"We can see no reason for saying that although Congress in view of the nature and character of intoxicants had a power to forbid their movement in interstate commerce, it had not the authority to so deal with the subject as to establish a regulation (which is what was done by the Webb-Kenyon Law) making it impossible for one state to violate the prohibitions of the laws of another through the channels of interstate commerce. Indeed, we can see no escape from the conclusion that, if we accepted the proposition urged, we would be obliged to announce the contradiction in terms that, because Congress had exerted a regulation lesser in power than it was authorized to exert, therefore its action was void for excess of power."

See Delamater v. South Dakota, 205 U. S. 93, 97, 27 Sup. Ct. 447, 51 L. Ed. 724, 10 Ann.

Cas. 733.

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*Here we are concerned with a wholly different constitutional provision-one which, for the purpose of securing harmony and uniformity, prescribes a set of rules, empowers Congress to legislate to that end, and prohibits material interference by the states. Obviously, if every state may freely declare the rights and liabilities incident to maritime employment, there will at once arise the confusion and uncertainty which framers of the Constitution both foresaw and undertook to prevent.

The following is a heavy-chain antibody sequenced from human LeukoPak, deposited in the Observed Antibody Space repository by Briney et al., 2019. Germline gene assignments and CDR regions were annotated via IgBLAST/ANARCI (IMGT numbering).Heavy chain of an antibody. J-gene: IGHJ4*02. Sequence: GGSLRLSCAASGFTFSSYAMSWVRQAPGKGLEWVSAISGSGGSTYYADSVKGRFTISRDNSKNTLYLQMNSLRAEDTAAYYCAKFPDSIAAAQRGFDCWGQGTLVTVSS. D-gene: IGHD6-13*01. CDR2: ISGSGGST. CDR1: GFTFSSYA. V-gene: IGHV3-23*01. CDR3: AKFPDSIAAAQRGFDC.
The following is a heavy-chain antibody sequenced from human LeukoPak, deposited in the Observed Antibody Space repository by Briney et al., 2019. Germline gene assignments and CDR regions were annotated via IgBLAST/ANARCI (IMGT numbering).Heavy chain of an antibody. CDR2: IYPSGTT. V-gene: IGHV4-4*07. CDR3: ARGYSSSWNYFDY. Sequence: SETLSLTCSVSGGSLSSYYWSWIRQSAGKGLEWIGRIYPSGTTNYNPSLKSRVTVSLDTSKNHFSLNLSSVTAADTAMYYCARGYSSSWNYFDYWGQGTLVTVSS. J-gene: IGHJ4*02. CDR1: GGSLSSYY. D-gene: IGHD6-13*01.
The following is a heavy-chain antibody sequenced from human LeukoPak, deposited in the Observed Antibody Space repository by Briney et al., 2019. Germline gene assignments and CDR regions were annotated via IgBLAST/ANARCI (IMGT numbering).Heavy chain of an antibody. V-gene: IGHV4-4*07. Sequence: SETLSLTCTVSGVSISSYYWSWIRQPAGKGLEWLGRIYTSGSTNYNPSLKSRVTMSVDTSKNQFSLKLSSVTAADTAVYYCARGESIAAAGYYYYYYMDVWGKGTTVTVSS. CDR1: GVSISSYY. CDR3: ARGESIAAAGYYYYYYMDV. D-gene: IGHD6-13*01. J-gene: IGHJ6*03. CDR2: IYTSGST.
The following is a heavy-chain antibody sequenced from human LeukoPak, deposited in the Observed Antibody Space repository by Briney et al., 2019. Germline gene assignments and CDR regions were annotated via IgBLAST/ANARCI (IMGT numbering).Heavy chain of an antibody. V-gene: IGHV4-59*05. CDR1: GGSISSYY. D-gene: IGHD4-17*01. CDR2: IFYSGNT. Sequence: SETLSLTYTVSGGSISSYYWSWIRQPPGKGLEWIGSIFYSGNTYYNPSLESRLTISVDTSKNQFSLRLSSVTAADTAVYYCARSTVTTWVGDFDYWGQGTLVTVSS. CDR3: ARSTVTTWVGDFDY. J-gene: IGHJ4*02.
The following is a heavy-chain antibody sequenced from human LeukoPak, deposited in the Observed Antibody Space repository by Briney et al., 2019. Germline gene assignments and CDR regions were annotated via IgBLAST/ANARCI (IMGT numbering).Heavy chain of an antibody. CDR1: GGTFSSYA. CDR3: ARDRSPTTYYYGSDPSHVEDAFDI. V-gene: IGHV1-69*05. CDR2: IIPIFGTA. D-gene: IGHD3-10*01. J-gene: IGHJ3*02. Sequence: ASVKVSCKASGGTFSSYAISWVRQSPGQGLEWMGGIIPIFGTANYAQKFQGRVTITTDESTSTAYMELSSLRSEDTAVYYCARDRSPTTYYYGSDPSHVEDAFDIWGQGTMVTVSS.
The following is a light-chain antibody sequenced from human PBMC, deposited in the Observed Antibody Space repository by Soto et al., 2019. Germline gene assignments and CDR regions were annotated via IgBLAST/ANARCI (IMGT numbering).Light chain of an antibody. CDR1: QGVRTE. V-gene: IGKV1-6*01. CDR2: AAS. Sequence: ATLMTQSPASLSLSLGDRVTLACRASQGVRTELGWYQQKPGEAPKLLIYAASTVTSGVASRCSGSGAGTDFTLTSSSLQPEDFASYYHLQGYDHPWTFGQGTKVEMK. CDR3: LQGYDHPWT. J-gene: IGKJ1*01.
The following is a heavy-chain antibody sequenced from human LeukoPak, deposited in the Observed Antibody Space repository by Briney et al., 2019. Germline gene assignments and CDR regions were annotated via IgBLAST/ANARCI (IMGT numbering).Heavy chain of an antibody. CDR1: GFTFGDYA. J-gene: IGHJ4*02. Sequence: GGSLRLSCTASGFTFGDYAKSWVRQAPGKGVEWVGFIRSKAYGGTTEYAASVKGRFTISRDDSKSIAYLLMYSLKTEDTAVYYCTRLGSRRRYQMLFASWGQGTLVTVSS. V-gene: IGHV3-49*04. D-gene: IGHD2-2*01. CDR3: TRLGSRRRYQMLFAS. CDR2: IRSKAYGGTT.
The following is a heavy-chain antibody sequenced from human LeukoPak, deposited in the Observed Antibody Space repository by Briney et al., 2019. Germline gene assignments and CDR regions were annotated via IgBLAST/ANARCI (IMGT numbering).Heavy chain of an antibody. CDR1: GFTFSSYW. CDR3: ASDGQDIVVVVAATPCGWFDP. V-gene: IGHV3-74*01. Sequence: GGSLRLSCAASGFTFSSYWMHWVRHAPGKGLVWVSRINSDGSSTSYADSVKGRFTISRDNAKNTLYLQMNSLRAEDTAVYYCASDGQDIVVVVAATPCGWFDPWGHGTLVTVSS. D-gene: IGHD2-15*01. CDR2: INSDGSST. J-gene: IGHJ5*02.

The judgment of the court below must be reversed, and the cause remanded, with directions to take further proceedings not inconsistent with this opinion.

Reversed and remanded.

Mr. Justice HOLMES, dissenting.

In Southern Pacific Co. v. Jensen, 244 U. S. 205, 37 Sup. Ct. 524, 61 L. Ed. 1086, L. R. A. 1918C, 451, Ann. Cas. 1917E, 900, the question was whether there was anything in the Constitution or laws of the United States to prevent a State from imposing upon an employer a limited but absolute liability for the death of an employé upon a gang-plank between a vessel and a wharf, which the *167